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IMF urges countries to preserve vital foreign exchange reserves amid US dollar appreciation – Mintpaisa

The US dollar is at its highest level since 2000, having appreciated 22% against the yen, 13% against the euro and 6% against emerging market currencies since the beginning of this year. year

The US dollar is at its highest level since 2000, having appreciated 22% against the yen, 13% against the euro and 6% against emerging market currencies since the beginning of this year. year

The IMF has urged countries to preserve vital foreign exchange reserves to weather potentially worse outflows and turbulence in the future, amid an appreciating US dollar and depreciation of other major currencies, including the rupee. Indian.

In a blog post by the IMF’s first deputy managing director, Gita Gopinath, and the global lender’s chief economist, Pierre-Olivier Gourinchas, they said that in such a fragile environment, it is prudent to build resilience. Although central banks in emerging markets have accumulated dollar reserves in recent years, reflecting lessons learned from previous crises, these reserves are limited and should be used with caution.

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“Countries need to preserve vital foreign exchange reserves to weather potentially worse outflows and unrest in the future. Those who can should restore swap lines with central banks in advanced economies,” they said in a blog post.

Countries with sound economic policies that need to address moderate vulnerabilities should proactively avail themselves of International Monetary Fund precautionary lines to meet future liquidity needs.

Those with large foreign currency debts should reduce exchange rate mismatches using capital flow management or macroprudential policies, in addition to debt management operations to smooth repayment profiles, they wrote.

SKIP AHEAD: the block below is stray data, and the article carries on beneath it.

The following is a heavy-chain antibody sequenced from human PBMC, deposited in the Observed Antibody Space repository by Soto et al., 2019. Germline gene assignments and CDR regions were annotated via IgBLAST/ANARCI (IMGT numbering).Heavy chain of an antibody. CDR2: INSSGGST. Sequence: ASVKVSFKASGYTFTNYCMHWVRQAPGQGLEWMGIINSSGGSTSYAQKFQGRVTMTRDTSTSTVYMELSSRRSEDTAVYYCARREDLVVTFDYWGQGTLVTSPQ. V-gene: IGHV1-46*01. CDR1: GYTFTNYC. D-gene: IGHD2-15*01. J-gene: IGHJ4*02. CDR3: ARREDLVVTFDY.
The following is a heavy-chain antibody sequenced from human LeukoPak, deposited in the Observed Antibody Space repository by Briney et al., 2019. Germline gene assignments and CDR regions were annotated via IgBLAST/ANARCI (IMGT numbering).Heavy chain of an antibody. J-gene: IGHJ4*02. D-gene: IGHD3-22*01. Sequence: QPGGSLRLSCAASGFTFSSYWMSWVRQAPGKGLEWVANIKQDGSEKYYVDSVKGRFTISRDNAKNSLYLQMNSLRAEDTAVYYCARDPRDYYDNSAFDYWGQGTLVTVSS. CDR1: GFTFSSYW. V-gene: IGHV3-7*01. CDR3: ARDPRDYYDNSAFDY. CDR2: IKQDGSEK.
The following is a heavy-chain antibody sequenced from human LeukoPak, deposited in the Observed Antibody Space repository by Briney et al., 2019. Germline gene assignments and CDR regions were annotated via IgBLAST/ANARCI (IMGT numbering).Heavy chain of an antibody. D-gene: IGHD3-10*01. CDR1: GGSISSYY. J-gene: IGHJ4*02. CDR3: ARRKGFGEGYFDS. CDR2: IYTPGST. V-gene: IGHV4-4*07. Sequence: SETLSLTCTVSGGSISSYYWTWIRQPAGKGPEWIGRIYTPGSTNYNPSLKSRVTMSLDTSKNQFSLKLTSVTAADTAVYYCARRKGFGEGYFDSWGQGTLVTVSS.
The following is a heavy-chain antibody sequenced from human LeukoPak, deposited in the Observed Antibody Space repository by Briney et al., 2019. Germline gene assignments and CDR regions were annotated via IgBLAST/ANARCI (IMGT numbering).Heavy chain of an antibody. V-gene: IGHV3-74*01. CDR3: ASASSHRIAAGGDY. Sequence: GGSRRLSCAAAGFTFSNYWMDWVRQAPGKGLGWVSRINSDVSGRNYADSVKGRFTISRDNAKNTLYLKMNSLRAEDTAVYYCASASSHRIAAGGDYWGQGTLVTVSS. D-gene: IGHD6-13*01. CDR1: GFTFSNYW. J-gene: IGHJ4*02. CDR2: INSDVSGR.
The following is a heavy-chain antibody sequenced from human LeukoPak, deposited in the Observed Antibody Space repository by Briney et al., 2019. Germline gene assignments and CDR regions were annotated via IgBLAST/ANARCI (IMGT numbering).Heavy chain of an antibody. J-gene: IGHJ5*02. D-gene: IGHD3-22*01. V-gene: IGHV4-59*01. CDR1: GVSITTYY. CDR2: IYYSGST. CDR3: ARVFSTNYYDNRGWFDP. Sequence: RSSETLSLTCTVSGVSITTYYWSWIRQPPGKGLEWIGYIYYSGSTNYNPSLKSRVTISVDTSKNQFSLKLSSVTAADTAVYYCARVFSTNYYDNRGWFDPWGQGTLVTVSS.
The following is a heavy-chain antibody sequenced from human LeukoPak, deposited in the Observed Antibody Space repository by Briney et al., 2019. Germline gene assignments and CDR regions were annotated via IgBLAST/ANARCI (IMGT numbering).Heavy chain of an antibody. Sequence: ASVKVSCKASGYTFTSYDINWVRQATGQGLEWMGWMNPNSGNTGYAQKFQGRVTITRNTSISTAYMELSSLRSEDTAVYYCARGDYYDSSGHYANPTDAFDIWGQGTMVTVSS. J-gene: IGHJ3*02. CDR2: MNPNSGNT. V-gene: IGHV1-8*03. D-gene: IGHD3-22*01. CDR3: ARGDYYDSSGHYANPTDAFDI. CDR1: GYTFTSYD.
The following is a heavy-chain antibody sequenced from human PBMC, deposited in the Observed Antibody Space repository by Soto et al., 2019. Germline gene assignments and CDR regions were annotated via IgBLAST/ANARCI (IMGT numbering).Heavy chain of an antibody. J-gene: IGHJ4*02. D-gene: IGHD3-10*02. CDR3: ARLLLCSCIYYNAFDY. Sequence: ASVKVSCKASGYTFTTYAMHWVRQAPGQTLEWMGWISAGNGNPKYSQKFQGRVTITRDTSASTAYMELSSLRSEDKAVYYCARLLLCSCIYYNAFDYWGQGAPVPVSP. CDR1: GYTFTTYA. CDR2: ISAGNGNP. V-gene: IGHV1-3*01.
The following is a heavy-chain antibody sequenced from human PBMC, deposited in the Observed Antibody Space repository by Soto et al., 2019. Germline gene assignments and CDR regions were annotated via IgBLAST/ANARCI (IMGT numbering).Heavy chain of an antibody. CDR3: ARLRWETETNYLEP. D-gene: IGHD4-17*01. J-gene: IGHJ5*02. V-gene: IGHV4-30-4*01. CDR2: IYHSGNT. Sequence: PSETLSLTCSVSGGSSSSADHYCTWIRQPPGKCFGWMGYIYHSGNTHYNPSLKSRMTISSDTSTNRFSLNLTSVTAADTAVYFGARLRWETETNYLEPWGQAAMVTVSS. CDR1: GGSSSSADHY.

The dollar is notably at its highest level since 2000, having appreciated 22% against the yen, 13% against the euro and 6% against emerging market currencies since the beginning of this year.

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“Such a stronger dollar in a matter of months has significant macroeconomic implications for almost every country, given the dollar’s dominance in international trade and finance,” Ms. Gopinath and Mr. Gourinchas said in the blog post.

According to them, for many countries struggling with inflation, the weakening of their currency against the dollar has made the fight more difficult. On average, the estimated pass-through of a 10% dollar appreciation on inflation is 1%, they said.

IMF officials said several countries are resorting to foreign exchange interventions. Total foreign exchange reserves held by emerging markets and developing economies fell more than 6% in the first seven months of this year, they said.

Observing that the appropriate policy response to depreciation pressures requires focusing on the drivers of exchange rate change and signs of market disruptions, the IMF blog said that specifically, foreign exchange intervention should not not substitute for a justified adjustment of macroeconomic policies.

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“There is a role to play in temporarily intervening when currency movements significantly increase risks to financial stability and/or significantly disrupt the central bank’s ability to maintain price stability,” he said. declared.

Ms. Gopinath and Mr. Gourinchas pointed out that in some cases temporary foreign exchange intervention may be appropriate. It can also help prevent adverse financial amplification if a sharp depreciation increases financial stability risks, such as corporate defaults, due to mismatches, they wrote.

“Finally, temporary intervention can also support monetary policy in the rare circumstances where a sharp depreciation of the exchange rate could unanchor inflation expectations, and monetary policy alone cannot restore price stability,” they said. they stated.

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